In late 1787, Wilhelm and Alexander began studying law at the University of Frankfurt an der Oder, accompanied by their tutor Kunth. But it is at the University of Göttingen, where Wilhelm enrolled in the summer of 1788 followed by Alexander one year later, that the brothers truly began to develop their personal intellectual focuses and a shared appetite for encyclopedic knowledge. Together, they studied experimental physics, philology, archeology, history and economics. Alexander also developed a passion for Johann Friedrich Blumenbach's lectures on anatomy, comparative zoology and geology.
"I learned so much (there) that I began to feel better about myself; and at Göttingen, I was a very serious, hard-working student. But that only heightened my awareness of the fact that there was still so much to learn. […] At times, the feeling of constant restlessness that plagues me makes me believe that I am loosing my mind. Yet, I absolutely need that sense of agitation to work ceaselessly towards my goals."
Alexander writing to Wilhelm Gabriel Wegener, September 23rd 1790
Freiberg Mining Academy
In 1791, Alexander enrolled at the Bergakademie Freiberg (Freiberg Mining Academy), famous throughout Europe for a curriculum combining theory and practice. At Freiberg, Alexander spent his mornings in the mine and his afternoons in the classroom. It took him a mere eight months to complete the standard three-year course of studies. Setting aside his desire to travel, Alexander began what was to be a stellar career as assessor for Prussia's Department of Mines and Ironworks. While working there, he pursued his research in physics and subterranean biology. Particularly concerned by working conditions in the mines, he invented two tools that would contribute to the miners' chances of survival in case of emergency: a miner's lamp that could function without oxygen and a breathing apparatus.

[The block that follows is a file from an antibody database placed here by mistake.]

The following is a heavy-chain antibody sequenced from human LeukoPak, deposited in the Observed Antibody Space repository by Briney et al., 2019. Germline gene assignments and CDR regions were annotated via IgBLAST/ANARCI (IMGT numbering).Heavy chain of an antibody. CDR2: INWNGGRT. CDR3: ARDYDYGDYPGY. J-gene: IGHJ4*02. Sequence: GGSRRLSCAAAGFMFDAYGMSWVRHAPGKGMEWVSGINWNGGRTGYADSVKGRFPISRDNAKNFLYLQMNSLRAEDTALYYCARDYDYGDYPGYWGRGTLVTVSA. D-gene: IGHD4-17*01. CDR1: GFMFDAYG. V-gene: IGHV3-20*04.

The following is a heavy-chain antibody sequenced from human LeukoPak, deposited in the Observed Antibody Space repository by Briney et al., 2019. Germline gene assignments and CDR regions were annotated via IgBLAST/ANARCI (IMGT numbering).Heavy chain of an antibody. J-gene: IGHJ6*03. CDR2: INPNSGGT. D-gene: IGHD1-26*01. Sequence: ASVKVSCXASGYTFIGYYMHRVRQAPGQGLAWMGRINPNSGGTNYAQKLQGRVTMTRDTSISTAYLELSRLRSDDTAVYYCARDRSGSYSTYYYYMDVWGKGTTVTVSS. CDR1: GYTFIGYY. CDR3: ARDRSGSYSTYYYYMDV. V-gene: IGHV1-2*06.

From 1785 on, the Humboldt brothers frequented the home and literary salon of Markus Herz, a physician and student of Kant, and his wife Henrietta. Through the Herz, Wilhelm and Alexander became members of the Berlin intelligentsia, a liberal and composite circle that unreservedly welcomed both men and women as well as intellectuals of all social backgrounds and all religions. It is in precisely this circle that Wilhelm was to meet his future wife Caroline.
The major socio-cultural transformations that swept the Prussian capital in the 1780's provided the conditions for self-reflection and debate about the nature of the Enlightenment. Emmanuel Kant and Moses Mendelssohn, the most respected German philosophers of their time, reflected on the nature and practices of Enlightenment and their influence on Human Destiny. Although neither of the Humboldt brothers knew the two philosophers personally, both cite them as having had a major influence on their own intellectual development.
"Civilization may be divided into cultivation (Bildung) and enlightening the public mind (Aufklärung), the former of which seems to be chiefly practical […] but on the other hand, enlightening seems to relate principally to theory or rational knowledge […]"
Moses Mendelssohn, "On the Enlightening the mind" or "What does ‘to enlighten' mean?", 1784 (anonymous translation)
Weimar and Jena